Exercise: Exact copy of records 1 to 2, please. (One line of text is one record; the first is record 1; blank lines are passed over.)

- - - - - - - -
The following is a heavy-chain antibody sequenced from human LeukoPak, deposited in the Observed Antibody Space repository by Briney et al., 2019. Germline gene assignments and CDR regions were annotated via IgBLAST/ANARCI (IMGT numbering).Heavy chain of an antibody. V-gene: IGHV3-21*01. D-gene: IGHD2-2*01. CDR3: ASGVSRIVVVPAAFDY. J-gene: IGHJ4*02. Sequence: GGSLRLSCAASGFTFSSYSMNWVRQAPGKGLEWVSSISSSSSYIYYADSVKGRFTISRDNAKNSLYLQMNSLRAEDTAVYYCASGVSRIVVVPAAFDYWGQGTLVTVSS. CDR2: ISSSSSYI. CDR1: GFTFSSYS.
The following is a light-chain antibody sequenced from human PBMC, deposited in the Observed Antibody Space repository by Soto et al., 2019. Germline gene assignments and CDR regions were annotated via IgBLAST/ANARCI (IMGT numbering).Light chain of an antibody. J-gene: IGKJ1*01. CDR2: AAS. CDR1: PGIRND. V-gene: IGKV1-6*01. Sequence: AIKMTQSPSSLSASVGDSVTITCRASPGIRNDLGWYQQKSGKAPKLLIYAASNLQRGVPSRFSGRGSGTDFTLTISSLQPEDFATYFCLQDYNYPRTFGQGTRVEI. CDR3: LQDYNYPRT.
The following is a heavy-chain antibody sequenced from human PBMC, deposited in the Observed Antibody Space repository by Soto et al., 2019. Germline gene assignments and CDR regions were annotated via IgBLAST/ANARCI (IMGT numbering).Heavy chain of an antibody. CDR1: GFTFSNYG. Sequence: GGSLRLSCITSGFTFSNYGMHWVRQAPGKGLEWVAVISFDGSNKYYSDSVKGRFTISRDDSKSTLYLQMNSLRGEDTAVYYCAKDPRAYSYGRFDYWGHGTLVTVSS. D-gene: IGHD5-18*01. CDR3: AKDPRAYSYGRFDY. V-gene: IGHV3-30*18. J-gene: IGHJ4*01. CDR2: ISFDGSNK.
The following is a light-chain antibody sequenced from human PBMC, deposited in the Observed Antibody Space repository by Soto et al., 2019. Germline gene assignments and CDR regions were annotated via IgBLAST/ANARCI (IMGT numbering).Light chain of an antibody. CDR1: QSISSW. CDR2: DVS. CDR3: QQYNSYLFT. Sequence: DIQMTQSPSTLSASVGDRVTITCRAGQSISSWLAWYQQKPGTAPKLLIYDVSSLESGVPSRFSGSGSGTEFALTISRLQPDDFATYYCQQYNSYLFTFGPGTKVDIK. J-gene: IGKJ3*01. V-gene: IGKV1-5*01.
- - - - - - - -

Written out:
The following is a heavy-chain antibody sequenced from human LeukoPak, deposited in the Observed Antibody Space repository by Briney et al., 2019. Germline gene assignments and CDR regions were annotated via IgBLAST/ANARCI (IMGT numbering).Heavy chain of an antibody. V-gene: IGHV3-21*01. D-gene: IGHD2-2*01. CDR3: ASGVSRIVVVPAAFDY. J-gene: IGHJ4*02. Sequence: GGSLRLSCAASGFTFSSYSMNWVRQAPGKGLEWVSSISSSSSYIYYADSVKGRFTISRDNAKNSLYLQMNSLRAEDTAVYYCASGVSRIVVVPAAFDYWGQGTLVTVSS. CDR2: ISSSSSYI. CDR1: GFTFSSYS.
The following is a light-chain antibody sequenced from human PBMC, deposited in the Observed Antibody Space repository by Soto et al., 2019. Germline gene assignments and CDR regions were annotated via IgBLAST/ANARCI (IMGT numbering).Light chain of an antibody. J-gene: IGKJ1*01. CDR2: AAS. CDR1: PGIRND. V-gene: IGKV1-6*01. Sequence: AIKMTQSPSSLSASVGDSVTITCRASPGIRNDLGWYQQKSGKAPKLLIYAASNLQRGVPSRFSGRGSGTDFTLTISSLQPEDFATYFCLQDYNYPRTFGQGTRVEI. CDR3: LQDYNYPRT.